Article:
A project manager returns home after a long weekend to find that his house has been burglarized. After taking stock of the situation, the PM realizes that his company laptop is among the missing items.
Fortunately, he has been very diligent in changing his password every 90 days. Unfortunately, because of the frequent password variations, he has taken to writing the current password on a sticky note and placing it just to the right of the trackpad.
The exposed data on the computer includes private billing and financial information for over 250 clients as well as unique schematic design concepts owned by those clients.
Due to notification laws, the company is required to notify all affected parties immediately. Soon after, several of the clients file a lawsuit.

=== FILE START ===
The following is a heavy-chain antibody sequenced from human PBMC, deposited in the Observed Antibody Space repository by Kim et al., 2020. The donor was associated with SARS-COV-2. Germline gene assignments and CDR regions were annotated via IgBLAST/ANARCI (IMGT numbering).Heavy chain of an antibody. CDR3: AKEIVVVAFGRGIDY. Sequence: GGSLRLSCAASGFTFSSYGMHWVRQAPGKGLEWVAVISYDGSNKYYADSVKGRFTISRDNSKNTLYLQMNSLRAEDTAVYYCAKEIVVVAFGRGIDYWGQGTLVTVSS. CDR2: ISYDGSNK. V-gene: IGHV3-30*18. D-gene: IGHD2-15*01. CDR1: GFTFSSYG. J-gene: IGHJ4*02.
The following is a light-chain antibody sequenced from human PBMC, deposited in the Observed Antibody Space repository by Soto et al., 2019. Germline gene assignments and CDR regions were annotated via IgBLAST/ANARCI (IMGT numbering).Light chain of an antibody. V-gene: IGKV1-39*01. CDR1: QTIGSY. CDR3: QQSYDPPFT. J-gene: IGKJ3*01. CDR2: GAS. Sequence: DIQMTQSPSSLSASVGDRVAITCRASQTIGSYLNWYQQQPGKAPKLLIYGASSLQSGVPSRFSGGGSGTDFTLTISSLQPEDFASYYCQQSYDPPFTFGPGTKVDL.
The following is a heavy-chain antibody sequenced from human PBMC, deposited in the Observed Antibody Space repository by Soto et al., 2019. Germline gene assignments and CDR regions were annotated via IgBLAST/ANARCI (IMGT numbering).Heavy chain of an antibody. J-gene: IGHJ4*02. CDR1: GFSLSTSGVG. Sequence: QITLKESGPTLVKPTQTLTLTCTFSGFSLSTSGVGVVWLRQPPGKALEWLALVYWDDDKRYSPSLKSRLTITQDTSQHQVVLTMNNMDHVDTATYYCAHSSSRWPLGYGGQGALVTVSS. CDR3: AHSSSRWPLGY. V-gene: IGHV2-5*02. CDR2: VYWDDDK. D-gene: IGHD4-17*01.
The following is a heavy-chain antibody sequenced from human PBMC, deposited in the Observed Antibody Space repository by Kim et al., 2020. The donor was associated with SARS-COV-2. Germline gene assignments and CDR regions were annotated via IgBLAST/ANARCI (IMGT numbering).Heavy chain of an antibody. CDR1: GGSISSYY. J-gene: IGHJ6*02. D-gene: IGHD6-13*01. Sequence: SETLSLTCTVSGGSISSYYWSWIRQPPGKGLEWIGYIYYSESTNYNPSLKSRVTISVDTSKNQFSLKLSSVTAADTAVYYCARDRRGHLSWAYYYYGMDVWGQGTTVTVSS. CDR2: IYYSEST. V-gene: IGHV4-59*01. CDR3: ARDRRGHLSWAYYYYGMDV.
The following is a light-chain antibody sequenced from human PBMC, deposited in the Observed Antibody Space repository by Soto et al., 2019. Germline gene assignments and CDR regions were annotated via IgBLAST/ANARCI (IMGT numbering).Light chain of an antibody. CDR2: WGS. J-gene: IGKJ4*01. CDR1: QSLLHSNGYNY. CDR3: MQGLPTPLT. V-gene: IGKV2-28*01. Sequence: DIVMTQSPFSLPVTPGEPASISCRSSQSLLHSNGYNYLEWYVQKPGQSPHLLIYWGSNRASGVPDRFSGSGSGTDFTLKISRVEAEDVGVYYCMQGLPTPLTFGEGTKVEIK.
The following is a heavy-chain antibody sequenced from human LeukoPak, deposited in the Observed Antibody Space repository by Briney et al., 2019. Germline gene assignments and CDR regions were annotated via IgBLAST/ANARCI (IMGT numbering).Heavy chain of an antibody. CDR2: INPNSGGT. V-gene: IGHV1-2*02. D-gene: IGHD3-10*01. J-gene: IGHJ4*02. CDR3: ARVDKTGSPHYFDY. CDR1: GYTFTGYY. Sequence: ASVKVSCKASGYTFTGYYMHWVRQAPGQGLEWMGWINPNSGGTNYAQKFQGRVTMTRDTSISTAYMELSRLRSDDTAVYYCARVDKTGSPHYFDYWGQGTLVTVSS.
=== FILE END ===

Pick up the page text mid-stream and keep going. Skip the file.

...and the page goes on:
The clients sue the insured for $2,500,000 in damages resulting from the alleged failure to protect their private financial information and the release of proprietary schematic designs.
The case is settled before trial, but the firm incurs $500,000 for defense and settlement costs. Not to mention the $180,000 necessary to comply with federal breach notification laws.
This claim is not covered under the firm's professional liability policy, as there is no allegation of negligence in the design work. Instead, the defense, settlement and notification costs are covered by the firm's cyber liability policy.